Keyboard Shortcuts in Scrivener for iOS

Something you might not expect to see from a debuting iOS app is extensive support for keyboard control, diminishing (and for certain routine tasks, eliminating) the need to reach for the screen in order to get things done. In fact, we have added so many shortcuts that we couldn’t even list them all here (but don’t worry, if you want lists, we’ve got lists).

Write and edit from the keyboard.
Write and edit from the keyboard.
Those who are accustomed to the shortcuts in the macOS version of Scrivener will find familiar controls at their fingertips, such as Shift-Cmd-H to highlight the currently selected text, Opt-Cmd-G to group selected items into a new folder, and Opt-Cmd-DownArrow to view the next document in the binder.

In addition to shortcuts, you will find many other small improvements to keyboard navigation throughout the interface, such as using the Tab key to jump from the title to the synopsis on an index card, or using the Left arrow key to go “back” in the binder and the Right arrow key to navigate into a folder within the sidebar.

Word & Character Counts in Scrivener for iOS

Sometimes we need a little reassurance to see how far we’ve come since the start of a long project; other times we need to revel in the despair of how far we have left to go. Whichever your poison, we’ve got you covered.

Count words (and optionally characters) as you type.
Count words (and optionally characters) as you type.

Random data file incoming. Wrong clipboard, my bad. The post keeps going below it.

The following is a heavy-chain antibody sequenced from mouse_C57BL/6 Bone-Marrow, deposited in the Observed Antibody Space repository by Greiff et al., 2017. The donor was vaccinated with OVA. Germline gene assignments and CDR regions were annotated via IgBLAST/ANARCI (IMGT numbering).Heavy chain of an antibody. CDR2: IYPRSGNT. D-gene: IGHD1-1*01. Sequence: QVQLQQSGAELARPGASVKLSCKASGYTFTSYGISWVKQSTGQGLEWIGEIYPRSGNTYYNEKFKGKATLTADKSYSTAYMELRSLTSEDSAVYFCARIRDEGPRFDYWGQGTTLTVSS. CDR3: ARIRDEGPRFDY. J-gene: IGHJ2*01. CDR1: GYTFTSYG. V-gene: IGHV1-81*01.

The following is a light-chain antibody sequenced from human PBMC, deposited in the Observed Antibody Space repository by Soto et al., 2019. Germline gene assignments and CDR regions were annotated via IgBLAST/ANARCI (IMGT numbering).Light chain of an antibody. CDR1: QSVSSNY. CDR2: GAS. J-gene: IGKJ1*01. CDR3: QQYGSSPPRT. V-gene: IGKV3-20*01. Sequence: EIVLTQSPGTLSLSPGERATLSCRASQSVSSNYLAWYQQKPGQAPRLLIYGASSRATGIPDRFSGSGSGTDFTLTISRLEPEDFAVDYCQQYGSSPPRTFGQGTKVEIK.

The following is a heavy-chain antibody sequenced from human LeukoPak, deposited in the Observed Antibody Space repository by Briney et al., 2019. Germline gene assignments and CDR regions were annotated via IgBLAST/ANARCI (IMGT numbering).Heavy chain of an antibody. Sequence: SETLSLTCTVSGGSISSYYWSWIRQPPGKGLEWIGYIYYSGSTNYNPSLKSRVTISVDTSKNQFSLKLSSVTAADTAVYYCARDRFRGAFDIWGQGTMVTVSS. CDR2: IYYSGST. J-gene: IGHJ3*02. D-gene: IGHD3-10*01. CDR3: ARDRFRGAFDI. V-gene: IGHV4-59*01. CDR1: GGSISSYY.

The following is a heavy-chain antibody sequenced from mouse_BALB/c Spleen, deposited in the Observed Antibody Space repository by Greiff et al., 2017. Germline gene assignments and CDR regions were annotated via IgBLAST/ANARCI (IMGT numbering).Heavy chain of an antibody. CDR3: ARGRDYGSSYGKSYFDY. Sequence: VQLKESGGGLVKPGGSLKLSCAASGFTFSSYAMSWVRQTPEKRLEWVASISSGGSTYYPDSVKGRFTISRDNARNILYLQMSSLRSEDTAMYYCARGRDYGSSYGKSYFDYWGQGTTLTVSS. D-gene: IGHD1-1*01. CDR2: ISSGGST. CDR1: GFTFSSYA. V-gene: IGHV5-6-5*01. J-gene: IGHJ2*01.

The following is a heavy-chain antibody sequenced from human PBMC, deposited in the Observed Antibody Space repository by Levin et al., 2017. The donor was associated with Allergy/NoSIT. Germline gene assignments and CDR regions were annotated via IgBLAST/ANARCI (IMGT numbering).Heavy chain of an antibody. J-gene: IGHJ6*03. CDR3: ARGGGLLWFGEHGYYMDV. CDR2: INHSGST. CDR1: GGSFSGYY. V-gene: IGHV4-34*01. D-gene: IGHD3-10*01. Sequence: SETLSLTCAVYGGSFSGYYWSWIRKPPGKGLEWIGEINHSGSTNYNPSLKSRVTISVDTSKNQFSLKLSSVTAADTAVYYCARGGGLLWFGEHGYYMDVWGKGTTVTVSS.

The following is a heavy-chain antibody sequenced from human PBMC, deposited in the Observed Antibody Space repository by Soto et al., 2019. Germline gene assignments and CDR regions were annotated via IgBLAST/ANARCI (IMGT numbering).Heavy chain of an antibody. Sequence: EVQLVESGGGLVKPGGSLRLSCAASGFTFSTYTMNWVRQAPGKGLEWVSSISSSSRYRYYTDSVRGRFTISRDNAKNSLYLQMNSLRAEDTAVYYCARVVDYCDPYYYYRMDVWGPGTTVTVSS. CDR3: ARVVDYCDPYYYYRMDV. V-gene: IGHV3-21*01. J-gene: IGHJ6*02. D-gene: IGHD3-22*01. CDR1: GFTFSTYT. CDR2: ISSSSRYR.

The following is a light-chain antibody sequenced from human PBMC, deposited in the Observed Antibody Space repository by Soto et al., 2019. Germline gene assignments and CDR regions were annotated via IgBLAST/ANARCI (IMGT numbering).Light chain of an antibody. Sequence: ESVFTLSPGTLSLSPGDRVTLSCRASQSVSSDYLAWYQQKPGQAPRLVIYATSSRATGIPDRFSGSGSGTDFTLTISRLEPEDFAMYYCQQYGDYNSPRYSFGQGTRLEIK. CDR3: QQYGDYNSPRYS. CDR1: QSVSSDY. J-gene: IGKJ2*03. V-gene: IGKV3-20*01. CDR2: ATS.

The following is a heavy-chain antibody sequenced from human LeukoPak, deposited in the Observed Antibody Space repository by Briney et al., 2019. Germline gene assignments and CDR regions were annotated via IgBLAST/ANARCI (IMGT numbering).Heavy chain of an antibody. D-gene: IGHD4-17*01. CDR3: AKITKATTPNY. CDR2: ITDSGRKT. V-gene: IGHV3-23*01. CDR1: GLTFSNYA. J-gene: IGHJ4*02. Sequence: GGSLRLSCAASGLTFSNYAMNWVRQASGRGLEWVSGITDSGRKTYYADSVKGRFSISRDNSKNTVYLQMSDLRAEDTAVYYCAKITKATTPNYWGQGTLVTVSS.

As you write, cut, edit, or paste text into the editor, the current count for the section you are editing will be updated in the header bar. When you’re not editing, on the iPad the count is always available in the footer. (On the iPhone, whenever you wish to see the count for the section of text you are reading, you need only touch the text to edit it and view the word or character count.)

That is all well and good for individual sections of your text, but what if you wish to view the total count, across all documents set to be a part of your final text? Tap on the stats in the header bar to view the target wheel:

Track draft as well as session goals in one pie chart.
Track draft as well as session goals in one pie chart.
Even if you do not intend to work toward a particular target (words or characters), you can use the basic readout at the top of this panel to get a good estimate of the total count as it stands. Beyond keeping track of the work as a whole you can also set a session goal that will keep a running count of the net word or character count until you start a new session.